inflation |  The Bank of Canada is expected to raise rates again on Wednesday

inflation | The Bank of Canada is expected to raise rates again on Wednesday

(Ottawa) As warnings of a possible recession mount, the Bank of Canada is expected to announce another major rate hike next Wednesday.

Posted at 6:14 am

Nojoud Al Mallées
the canadian press

Royal Bank of Canada Chief Economist Nathan Janzen expects the Bank of Canada to choose between raising its key interest rate by half a percentage point or three quarters of a percentage point, although RBC is leaning towards a smaller increase.

Wednesday’s announcement would mark the sixth consecutive time the Bank of Canada has raised interest rates this year in response to the highest inflation in decades. It also comes amid growing fears that a recession is looming.

Last week, Finance Minister Chrystia Freeland changed her tune on the economy from her usual praise for Canada’s strong economic recovery in the wake of the COVID-19 pandemic. She warned that tough times are ahead for Canadians. “Mortgage payments will go up. Business is not booming anymore,” she Freeland said. “Our unemployment rate will no longer be at its lowest level. »

In addition to the interest rate decision, the Bank of Canada will publish updated economic projections in its latest quarterly monetary policy report. The central bank’s outlook on inflation will be key to its plans for future rate hikes.

Since last March, the Bank of Canada has raised its key interest rate from 0.25% to 3.25%, resulting in higher borrowing costs for Canadians and businesses.

And while inflation has slowed in recent months thanks to a pullback in gasoline prices, the central bank has made it clear that it doesn’t think its job is done yet.

“Simply put, there is still a long way to go,” Bank of Canada Governor Tiff Macklem said during a speech in Halifax on Oct. 6.

Central bank officials have expressed concern about high inflation and its impact on consumer and business expectations of future inflation.

In September, the annual inflation rate eased slightly to 6.9%, although the bank’s preferred core inflation measures, which tend to be less volatile, were unchanged from August. Grocery prices also continued to rise, with the cost of food rising 11.4% from a year earlier.

However, there is good news for the Bank of Canada on the inflation expectations front. Its recent Business Outlook Survey showed that businesses expect wages and prices to rise more slowly as their headline inflation expectations decline.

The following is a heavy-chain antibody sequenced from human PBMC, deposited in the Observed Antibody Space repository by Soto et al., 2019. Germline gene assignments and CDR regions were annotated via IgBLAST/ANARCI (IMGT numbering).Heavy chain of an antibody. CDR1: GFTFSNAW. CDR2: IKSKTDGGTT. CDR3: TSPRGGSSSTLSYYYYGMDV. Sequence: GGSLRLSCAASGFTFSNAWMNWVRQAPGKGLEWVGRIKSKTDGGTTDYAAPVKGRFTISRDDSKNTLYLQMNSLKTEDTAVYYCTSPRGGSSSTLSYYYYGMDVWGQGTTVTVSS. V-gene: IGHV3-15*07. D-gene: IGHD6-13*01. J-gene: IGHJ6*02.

The good news, however, will not be enough to deter the bank from another big rate hike, according to Nathan Janzen. “Inflation rates remain too high at this time to prevent further increases in interest rates.”

Most commercial banks expect another rate hike after October before the bank pauses one of its most aggressive rate-hike cycles in history.

The effect of these rate increases should be felt more broadly in the economy next year as Canadians and businesses adjust their spending.

Although there is some division among economists on the severity of the impending economic downturn, many economists believe that the risks of a recession have increased. Recent Bank of Canada surveys show that the majority of Canadians and businesses also believe a recession is coming.

However, many economists have pointed out that Canada’s tight labor market could act as a buffer in the event of an economic downturn. In September, the unemployment rate was 5.2%, which is considered quite low.

Although the Bank of Canada has previously spoken of aiming for a “soft landing,” where inflation falls without triggering a serious economic slowdown, Governor Macklem has said in recent weeks that the bank’s main goal is to restore price stability. The promise has sparked concern among labor groups, who have spoken out against the aggressive course of raising rates out of fear of the potential impact of a recession on jobs.

A new report from the Center for Future Work in conjunction with the Canadian Labor Congress (CLC) calls on the Bank of Canada to postpone rate hikes until it can assess the impact of previous interest rate hikes on the economy. “After three years of coping with the health and economic fallout of an unprecedented pandemic, the last thing Canadians can tolerate is another recession,” says the report by Jim Stanford, an economist and director of the Center for Future Work.

Rather than continue down the path of higher interest rates, Stanford recommends that the Bank of Canada balance its goal of restoring low and stable inflation while promoting economic growth and maintaining jobs.

It also calls on the federal government to take a more active role in fighting inflation by exploring options such as tax increases for high-income earners and windfall taxes for profitable corporations.

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